which provides for oil companies operating in this country to relinquish acreages from existing oil prospecting licenses (OPLs) and oil mining leases (OMLs), except acreages that will be developed in the near future, or those that are currently in production. This policy is meant to discourage operators from sitting on acreages that otherwise will be available to other credible investors.”
 Fields’ status
In its report on the Nigerian marginal fields, one of the leading data analytics firm, Budgit, disclosed that there are about 178 marginal oil fields in Nigeria, noting that majority of the awarded fields were yet to begin production.
It said, “The following major issues contribute to the under-utilization of the marginal fields and its consequent minimal contribution to Nigeria’s oil revenue:

Discretionary decision-making, political interference and lack of transparency are the bane of the process

of awarding marginal oil fields. The Department for Petroleum Resources (DPR), the institution in charge of managing the exploration licenses, does not publicly provide the criteria for prequalification of awardees. This makes the entire process opaque. “Reports show that in the past many of the winning companies were closely associated to government officials. This factor alone significantly affects the field performance, as most of the awardees do not have the technical skills to exploit the skills. This is also the reason why most of the marginal fields are dormant.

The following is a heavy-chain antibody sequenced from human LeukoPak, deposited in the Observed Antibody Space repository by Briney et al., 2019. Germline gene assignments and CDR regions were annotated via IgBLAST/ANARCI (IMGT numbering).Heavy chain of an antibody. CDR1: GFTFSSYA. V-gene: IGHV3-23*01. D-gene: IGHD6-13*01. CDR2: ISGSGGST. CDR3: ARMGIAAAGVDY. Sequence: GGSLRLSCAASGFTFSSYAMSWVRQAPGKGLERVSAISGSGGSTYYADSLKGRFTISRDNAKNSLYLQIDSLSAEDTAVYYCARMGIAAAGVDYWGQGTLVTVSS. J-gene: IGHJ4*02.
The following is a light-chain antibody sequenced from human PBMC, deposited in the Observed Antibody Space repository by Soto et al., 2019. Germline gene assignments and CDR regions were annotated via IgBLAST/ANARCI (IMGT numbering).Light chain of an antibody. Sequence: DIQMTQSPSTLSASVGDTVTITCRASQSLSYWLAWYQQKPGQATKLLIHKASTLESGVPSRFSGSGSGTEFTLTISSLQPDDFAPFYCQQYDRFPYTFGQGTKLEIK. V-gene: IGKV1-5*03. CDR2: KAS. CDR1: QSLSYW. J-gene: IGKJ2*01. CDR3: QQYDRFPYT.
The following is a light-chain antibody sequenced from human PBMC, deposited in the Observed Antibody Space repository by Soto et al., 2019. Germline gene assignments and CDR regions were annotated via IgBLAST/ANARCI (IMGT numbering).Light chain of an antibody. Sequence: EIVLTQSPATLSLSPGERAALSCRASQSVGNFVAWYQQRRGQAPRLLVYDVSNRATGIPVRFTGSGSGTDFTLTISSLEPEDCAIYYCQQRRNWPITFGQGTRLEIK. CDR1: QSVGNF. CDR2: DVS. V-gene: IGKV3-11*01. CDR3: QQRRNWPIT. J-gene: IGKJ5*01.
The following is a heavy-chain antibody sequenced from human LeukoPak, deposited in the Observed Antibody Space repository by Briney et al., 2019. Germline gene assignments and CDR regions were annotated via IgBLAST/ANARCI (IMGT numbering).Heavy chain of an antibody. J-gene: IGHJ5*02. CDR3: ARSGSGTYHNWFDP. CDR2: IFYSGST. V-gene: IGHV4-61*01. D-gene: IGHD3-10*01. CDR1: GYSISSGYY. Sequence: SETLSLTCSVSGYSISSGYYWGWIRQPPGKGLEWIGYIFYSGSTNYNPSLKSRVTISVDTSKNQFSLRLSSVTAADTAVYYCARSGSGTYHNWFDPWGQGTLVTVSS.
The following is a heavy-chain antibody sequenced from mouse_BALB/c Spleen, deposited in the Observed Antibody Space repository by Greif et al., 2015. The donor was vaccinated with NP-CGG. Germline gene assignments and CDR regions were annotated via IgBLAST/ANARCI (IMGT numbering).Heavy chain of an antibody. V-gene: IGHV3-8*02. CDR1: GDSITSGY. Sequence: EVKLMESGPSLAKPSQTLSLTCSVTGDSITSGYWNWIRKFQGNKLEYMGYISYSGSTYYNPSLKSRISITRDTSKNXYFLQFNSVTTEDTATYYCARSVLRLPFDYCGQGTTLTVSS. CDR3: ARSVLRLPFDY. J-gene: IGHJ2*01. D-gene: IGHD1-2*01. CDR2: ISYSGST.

“More so, there is no consistency or reliability in the bid process. The sudden suspension of the 2013/2014 bid rounds is an evidence of this. This again deters investment. Again, because the marginal fields are onshore, the production growth is greatly affected by infrastructure constraints resulting from attacks on the pipelines and oil theft in the Niger Delta.”
 Revoked licences
Because of these constraints and many more, a number of the marginal fields in Nigeria had been unable to produce a single barrel of crude oil or any quantity of gas, almost two decades since there they were given the acreages. This was why in April 2020, the Department of Petroleum Resources, said it has revoked the licenses of marginal fields awarded to 11 firms.

Mr. Paul Osu, Spokesperson for the DPR

According to the DPR, the revocation stems from their inability to meet the requirements stipulated by the Federal Government.

Spokesperson for the DPR, Mr. Paul Osu, who confirmed that the licences for the marginal oil fields had been revoked by the Federal Government, said: “These fields were allocated to the licensees since 2003 and the agreement the licensees had with the government on award of the fields to them was that the fields, after five years from the period of allocation, would be put into production. The licensees had always pleaded for extension of time and the government in its magnanimity continued to give them more time. “This is 15 years down the line. Has government not given them enough grace? None of the fields is producing as we speak. Remember that the marginal fields’ policy was government’s economic decision and action to stimulate the economy, increase reserves and most of all enable indigenous oil companies to participate in oil exploration and production. The government may put the fields on offer when carrying out another bid round.”